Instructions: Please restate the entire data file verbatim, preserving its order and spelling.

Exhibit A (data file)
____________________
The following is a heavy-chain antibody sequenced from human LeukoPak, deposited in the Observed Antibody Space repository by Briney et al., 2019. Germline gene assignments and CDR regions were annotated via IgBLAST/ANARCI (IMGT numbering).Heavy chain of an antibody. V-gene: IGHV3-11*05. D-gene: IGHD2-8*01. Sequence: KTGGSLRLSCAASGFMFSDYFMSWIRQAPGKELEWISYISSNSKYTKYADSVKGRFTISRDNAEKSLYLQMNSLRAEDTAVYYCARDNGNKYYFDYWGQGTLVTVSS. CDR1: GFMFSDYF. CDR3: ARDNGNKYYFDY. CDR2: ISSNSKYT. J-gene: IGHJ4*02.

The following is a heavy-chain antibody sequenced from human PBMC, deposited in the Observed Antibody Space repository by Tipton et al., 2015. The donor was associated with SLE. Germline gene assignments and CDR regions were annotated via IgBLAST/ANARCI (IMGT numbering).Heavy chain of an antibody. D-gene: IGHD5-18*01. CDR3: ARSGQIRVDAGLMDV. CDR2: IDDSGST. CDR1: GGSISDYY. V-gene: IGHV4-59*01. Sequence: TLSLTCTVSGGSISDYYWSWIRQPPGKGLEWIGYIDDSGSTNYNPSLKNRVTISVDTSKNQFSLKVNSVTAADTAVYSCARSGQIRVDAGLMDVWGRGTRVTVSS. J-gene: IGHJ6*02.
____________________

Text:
The following is a heavy-chain antibody sequenced from human LeukoPak, deposited in the Observed Antibody Space repository by Briney et al., 2019. Germline gene assignments and CDR regions were annotated via IgBLAST/ANARCI (IMGT numbering).Heavy chain of an antibody. V-gene: IGHV3-11*05. D-gene: IGHD2-8*01. Sequence: KTGGSLRLSCAASGFMFSDYFMSWIRQAPGKELEWISYISSNSKYTKYADSVKGRFTISRDNAEKSLYLQMNSLRAEDTAVYYCARDNGNKYYFDYWGQGTLVTVSS. CDR1: GFMFSDYF. CDR3: ARDNGNKYYFDY. CDR2: ISSNSKYT. J-gene: IGHJ4*02.

The following is a heavy-chain antibody sequenced from human PBMC, deposited in the Observed Antibody Space repository by Tipton et al., 2015. The donor was associated with SLE. Germline gene assignments and CDR regions were annotated via IgBLAST/ANARCI (IMGT numbering).Heavy chain of an antibody. D-gene: IGHD5-18*01. CDR3: ARSGQIRVDAGLMDV. CDR2: IDDSGST. CDR1: GGSISDYY. V-gene: IGHV4-59*01. Sequence: TLSLTCTVSGGSISDYYWSWIRQPPGKGLEWIGYIDDSGSTNYNPSLKNRVTISVDTSKNQFSLKVNSVTAADTAVYSCARSGQIRVDAGLMDVWGRGTRVTVSS. J-gene: IGHJ6*02.